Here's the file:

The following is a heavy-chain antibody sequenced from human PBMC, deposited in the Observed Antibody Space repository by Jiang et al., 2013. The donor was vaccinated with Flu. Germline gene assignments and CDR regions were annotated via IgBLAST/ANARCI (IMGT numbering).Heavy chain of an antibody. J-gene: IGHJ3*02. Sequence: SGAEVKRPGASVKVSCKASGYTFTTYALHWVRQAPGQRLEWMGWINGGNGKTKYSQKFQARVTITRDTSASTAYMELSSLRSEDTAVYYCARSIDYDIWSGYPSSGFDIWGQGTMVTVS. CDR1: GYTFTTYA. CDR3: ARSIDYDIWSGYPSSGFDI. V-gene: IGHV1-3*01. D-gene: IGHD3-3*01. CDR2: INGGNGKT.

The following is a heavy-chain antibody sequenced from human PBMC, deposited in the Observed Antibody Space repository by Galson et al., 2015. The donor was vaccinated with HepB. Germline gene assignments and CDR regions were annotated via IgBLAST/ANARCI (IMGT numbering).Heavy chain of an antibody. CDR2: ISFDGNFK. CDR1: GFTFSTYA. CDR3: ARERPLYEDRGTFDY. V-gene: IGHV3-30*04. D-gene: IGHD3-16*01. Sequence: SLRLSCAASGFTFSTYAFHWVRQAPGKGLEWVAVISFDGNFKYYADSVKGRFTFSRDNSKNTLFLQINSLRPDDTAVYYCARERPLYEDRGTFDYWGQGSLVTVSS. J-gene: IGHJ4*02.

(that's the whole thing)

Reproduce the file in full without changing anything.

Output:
The following is a heavy-chain antibody sequenced from human PBMC, deposited in the Observed Antibody Space repository by Jiang et al., 2013. The donor was vaccinated with Flu. Germline gene assignments and CDR regions were annotated via IgBLAST/ANARCI (IMGT numbering).Heavy chain of an antibody. J-gene: IGHJ3*02. Sequence: SGAEVKRPGASVKVSCKASGYTFTTYALHWVRQAPGQRLEWMGWINGGNGKTKYSQKFQARVTITRDTSASTAYMELSSLRSEDTAVYYCARSIDYDIWSGYPSSGFDIWGQGTMVTVS. CDR1: GYTFTTYA. CDR3: ARSIDYDIWSGYPSSGFDI. V-gene: IGHV1-3*01. D-gene: IGHD3-3*01. CDR2: INGGNGKT.

The following is a heavy-chain antibody sequenced from human PBMC, deposited in the Observed Antibody Space repository by Galson et al., 2015. The donor was vaccinated with HepB. Germline gene assignments and CDR regions were annotated via IgBLAST/ANARCI (IMGT numbering).Heavy chain of an antibody. CDR2: ISFDGNFK. CDR1: GFTFSTYA. CDR3: ARERPLYEDRGTFDY. V-gene: IGHV3-30*04. D-gene: IGHD3-16*01. Sequence: SLRLSCAASGFTFSTYAFHWVRQAPGKGLEWVAVISFDGNFKYYADSVKGRFTFSRDNSKNTLFLQINSLRPDDTAVYYCARERPLYEDRGTFDYWGQGSLVTVSS. J-gene: IGHJ4*02.